My goal here is simple: to improve our writing. And the only way to achieve that is, you guessed it, actually writing. Gulp! I know. Writing is tedious and freeing. It is daunting and exhilarating. It is lonely and welcoming. It is unpleasant and magnificent. Of all professions, writing has been found to be the single most harrowing, rewarding, heart-wrenching, and life-affirming craft ever recorded* (*supporting statistics pending).
But despite the contradictory nature of this art, there is one universal truth at its core: writing improves writing. Through this blog, I will take you along on my own writing journey, and together—yes, I am depending on you to help me help you—we will fail, learn, and grow. And with enough hard work, stubborn persistence, and a lot of writing, we will earn the experience, skill, and confidence necessary to do justice to those stories begging to be put to paper.
To show you how serious I am about this, let me do something insane—let me show you my opening paragraphs from the first draft of my (in progress) novel Deti:
Lane refused to acknowledge the fresh welts on her arms begging her to surrender. She would not let mere physical pain dissuade her from finally defeating her mother, Lydia. It was true that her mother had already countered everything Lane had thrown at her, the results being the numerous welts decorating her arms and legs. However, Lane still had one trick left—her deti strength. The tactic had yet to succeed in any of their previous fights. But this time, if she bullied Lydia with an unrelenting frontal assault, she had no doubt that she would overcome her mother’s defenses.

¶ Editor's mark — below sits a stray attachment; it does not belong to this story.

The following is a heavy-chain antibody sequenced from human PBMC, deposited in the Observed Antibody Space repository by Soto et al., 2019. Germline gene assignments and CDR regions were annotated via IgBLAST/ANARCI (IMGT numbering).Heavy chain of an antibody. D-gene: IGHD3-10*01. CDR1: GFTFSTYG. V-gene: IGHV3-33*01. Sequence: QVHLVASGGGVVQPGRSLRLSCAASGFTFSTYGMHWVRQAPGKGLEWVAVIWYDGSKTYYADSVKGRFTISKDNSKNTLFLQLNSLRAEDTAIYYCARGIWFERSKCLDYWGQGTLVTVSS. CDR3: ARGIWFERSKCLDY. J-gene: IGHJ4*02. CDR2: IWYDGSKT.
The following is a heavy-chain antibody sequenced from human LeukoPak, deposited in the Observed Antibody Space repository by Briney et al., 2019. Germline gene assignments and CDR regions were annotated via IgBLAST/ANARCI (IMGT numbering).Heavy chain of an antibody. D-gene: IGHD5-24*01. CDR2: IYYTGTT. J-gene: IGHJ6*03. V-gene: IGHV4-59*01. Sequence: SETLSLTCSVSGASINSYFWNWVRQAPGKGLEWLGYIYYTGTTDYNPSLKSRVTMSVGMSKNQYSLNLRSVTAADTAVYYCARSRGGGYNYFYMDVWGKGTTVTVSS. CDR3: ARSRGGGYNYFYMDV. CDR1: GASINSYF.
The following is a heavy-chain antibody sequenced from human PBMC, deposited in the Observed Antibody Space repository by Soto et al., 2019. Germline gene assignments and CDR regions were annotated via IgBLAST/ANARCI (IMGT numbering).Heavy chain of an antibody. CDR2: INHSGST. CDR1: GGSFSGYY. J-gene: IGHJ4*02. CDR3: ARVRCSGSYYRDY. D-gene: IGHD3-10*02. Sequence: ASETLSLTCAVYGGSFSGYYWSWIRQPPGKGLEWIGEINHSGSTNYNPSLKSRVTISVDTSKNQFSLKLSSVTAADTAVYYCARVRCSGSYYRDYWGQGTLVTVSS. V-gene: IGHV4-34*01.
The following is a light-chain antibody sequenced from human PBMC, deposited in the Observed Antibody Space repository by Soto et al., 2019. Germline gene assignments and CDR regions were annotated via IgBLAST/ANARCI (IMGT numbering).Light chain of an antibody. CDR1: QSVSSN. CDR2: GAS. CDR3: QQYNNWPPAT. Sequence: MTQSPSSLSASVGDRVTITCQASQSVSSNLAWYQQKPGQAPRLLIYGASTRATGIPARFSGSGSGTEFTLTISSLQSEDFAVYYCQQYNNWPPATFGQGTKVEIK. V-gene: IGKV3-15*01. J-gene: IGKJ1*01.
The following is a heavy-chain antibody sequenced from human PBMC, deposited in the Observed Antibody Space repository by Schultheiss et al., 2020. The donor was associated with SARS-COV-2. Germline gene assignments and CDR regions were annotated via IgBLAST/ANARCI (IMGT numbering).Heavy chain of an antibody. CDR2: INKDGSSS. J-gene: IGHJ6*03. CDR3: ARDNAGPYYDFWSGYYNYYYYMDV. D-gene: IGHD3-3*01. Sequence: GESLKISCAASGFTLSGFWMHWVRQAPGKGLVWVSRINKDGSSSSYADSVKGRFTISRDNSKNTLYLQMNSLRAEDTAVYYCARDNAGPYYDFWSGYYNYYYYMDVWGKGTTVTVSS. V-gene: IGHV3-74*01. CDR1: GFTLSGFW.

Lane curled her fingers around the hilt of her wooden sword, and Lydia shifted her feet into a more defensive stance. Summoning her entire strength, Lane slashed at her mother’s head. Lydia dodged but gave no hint that she was going to counter. Yet Lane yelped in pain as her mother’s sword unexpectedly lashed out and bit into her forearm. Lane dropped her blade onto the wood floor and fell to her knees, clutching her arm. Lydia’s sword made contact three more times, none of them gentle.
From that excerpt, it is clear why I decided to put the novel aside and focus on getting my writing where my story demanded it to be. I pored over books with a critical eye, wrote short story after short story, and always pushed myself to learn. A year later I came back to Deti and have restarted from page one. This is what I have thus far:
Twisting rivers, digging valleys, and shaping mountains were simple things for Vular. Its ambros was a thousand years old and the most powerful of all deti, allowing complete mastery over the world. All Vular had to do was breathe, focus, and allow its ambros to take over. Simple. Easy. But since the attack—since becoming Lane Green—her ambros had gone dormant, unusable. Yet every day she tried to awaken it. Today was no exception. All she had to do was breathe, focus, and let her ambros interact naturally with her environment.
Her jaw tightened involuntarily. She shook her head. Patience. It had been less than two decades since her ambros turned quiet. After what she went through, it likely wouldn’t return to strength for a hundred years. She simply had to practice inhaling, concentrating, and altering her surroundings as she pleased.
She clenched her teeth. A hundred years. There was no guarantee of that. After a forced regeneration there was a real possibility her ambros would never return; sixteen years of beating her head against a never progressing wall proved that assessment. Her nostrils flared as she sucked in air and thrust her will upon the world, demanding it to change.
Her hands slapped the ground in frustration as her eyes opened. The damp soil, chin-high grass, and towering trees all appeared as they had before today’s practice begun. Another failure. Another day as Lane Green.
So, how about it? Let’s finish this novel. Let’s improve our writing. Let’s do this together.
Follow me on twitter @beginning_write for daily updates regarding this journey!
New blog posts will be published weekly.